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Georgia high school seniors continue besting the nation on SAT

By Dave Williams
Bureau Chief
Capitol Beat News Service

ATLANTA – For the fifth year in a row, Georgia public-school students outperformed their peers across the country on the SAT.

Georgia’s class of 2022 recorded a mean score of 1052, 24 points higher than the 1028 national score but lower compared to the previous year, when Georgia students posted a mean score of 1077.

[Editor’s Note] Pickens High School had a total of 90 test-takers with a total mean score of 1072 (551 mean in Evidence-Based Reading and Writing and 521 in math). This puts the test-takers of Pickens High School at a respectable 99th out of the 393 schools the Georgia Department of Education has data on (the data for over 100 schools, both public and private are not available at this time).

The Georgia group also scored higher in the component portions of the test, with a mean score of 536 on the Evidence-Based Reading and Writing portion and 516 in math.

The high marks came despite the disruptions of the coronavirus pandemic, which caused many schools to close and switch to online instruction.

“That’s a testament to the hard work of students and teachers,” State School Superintendent Richard Woods said.

“While students and school have faced significant challenges over the last several years, as a state we will continue to invest in academic recovery and the opportunities available to every graduate of every Georgia public school.”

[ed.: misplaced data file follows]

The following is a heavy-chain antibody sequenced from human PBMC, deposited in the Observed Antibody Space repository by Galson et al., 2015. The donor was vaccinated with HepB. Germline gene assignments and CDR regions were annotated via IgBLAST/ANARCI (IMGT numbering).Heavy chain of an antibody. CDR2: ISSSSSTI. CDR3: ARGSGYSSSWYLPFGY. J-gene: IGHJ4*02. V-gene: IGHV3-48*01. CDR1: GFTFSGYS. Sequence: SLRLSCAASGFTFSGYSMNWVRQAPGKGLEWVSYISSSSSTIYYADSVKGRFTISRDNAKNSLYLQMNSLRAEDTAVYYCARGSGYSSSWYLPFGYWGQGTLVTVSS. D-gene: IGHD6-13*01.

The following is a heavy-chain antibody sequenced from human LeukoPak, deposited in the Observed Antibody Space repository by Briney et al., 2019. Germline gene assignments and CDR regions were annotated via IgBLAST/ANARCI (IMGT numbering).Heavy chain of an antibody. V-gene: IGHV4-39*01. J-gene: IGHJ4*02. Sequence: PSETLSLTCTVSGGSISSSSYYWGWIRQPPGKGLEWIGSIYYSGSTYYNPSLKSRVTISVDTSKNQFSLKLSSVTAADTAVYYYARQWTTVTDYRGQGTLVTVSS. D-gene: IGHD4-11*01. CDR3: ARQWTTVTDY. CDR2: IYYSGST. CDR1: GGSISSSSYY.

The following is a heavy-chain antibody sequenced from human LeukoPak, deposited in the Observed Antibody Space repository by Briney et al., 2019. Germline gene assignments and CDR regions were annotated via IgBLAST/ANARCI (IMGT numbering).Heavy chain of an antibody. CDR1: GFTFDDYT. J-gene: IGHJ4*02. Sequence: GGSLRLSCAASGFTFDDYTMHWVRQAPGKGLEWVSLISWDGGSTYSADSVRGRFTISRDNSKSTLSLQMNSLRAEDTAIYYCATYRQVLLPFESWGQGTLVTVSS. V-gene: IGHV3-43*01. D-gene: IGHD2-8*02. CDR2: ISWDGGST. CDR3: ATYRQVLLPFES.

Participation in the SAT among the Georgia class of 2022 increased sharply compared to 2021, when the impacts of the pandemic, the cancellation of some test registrations, and the closure of some test centers in 2020 caused fewer students in the graduating class to take the test.

Just more than half of the 2022 class took the SAT, up from 38% in 2021.

Georgia high school students haven’t been as incentivized to take the test as in past years. Citing the effects of the pandemic on learning, the University System of Georgia waived SAT and ACT test requirements at most of the system’s 26 institutions during the last school year and is doing so again this year.

This story is available through a news partnership with Capitol Beat News Service, a project of the Georgia Press Educational Foundation.

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